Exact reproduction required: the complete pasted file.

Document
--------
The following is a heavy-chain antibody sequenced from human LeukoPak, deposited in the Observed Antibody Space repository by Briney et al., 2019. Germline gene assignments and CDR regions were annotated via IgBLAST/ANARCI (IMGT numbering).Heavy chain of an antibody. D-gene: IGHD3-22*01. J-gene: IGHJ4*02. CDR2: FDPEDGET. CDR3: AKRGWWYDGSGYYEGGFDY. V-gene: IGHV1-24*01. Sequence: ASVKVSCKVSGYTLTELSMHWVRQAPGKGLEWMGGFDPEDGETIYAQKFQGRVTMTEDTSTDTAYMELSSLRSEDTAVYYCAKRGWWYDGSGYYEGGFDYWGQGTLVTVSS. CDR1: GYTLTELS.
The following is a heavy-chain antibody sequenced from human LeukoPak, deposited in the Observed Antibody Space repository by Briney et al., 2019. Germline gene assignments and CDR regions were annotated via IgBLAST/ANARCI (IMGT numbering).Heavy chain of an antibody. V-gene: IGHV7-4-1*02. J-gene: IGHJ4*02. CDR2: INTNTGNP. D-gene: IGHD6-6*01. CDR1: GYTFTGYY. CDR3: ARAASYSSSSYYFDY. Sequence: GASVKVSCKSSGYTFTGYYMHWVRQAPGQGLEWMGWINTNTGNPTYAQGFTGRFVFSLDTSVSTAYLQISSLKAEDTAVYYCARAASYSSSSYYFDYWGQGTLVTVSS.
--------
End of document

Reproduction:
The following is a heavy-chain antibody sequenced from human LeukoPak, deposited in the Observed Antibody Space repository by Briney et al., 2019. Germline gene assignments and CDR regions were annotated via IgBLAST/ANARCI (IMGT numbering).Heavy chain of an antibody. D-gene: IGHD3-22*01. J-gene: IGHJ4*02. CDR2: FDPEDGET. CDR3: AKRGWWYDGSGYYEGGFDY. V-gene: IGHV1-24*01. Sequence: ASVKVSCKVSGYTLTELSMHWVRQAPGKGLEWMGGFDPEDGETIYAQKFQGRVTMTEDTSTDTAYMELSSLRSEDTAVYYCAKRGWWYDGSGYYEGGFDYWGQGTLVTVSS. CDR1: GYTLTELS.
The following is a heavy-chain antibody sequenced from human LeukoPak, deposited in the Observed Antibody Space repository by Briney et al., 2019. Germline gene assignments and CDR regions were annotated via IgBLAST/ANARCI (IMGT numbering).Heavy chain of an antibody. V-gene: IGHV7-4-1*02. J-gene: IGHJ4*02. CDR2: INTNTGNP. D-gene: IGHD6-6*01. CDR1: GYTFTGYY. CDR3: ARAASYSSSSYYFDY. Sequence: GASVKVSCKSSGYTFTGYYMHWVRQAPGQGLEWMGWINTNTGNPTYAQGFTGRFVFSLDTSVSTAYLQISSLKAEDTAVYYCARAASYSSSSYYFDYWGQGTLVTVSS.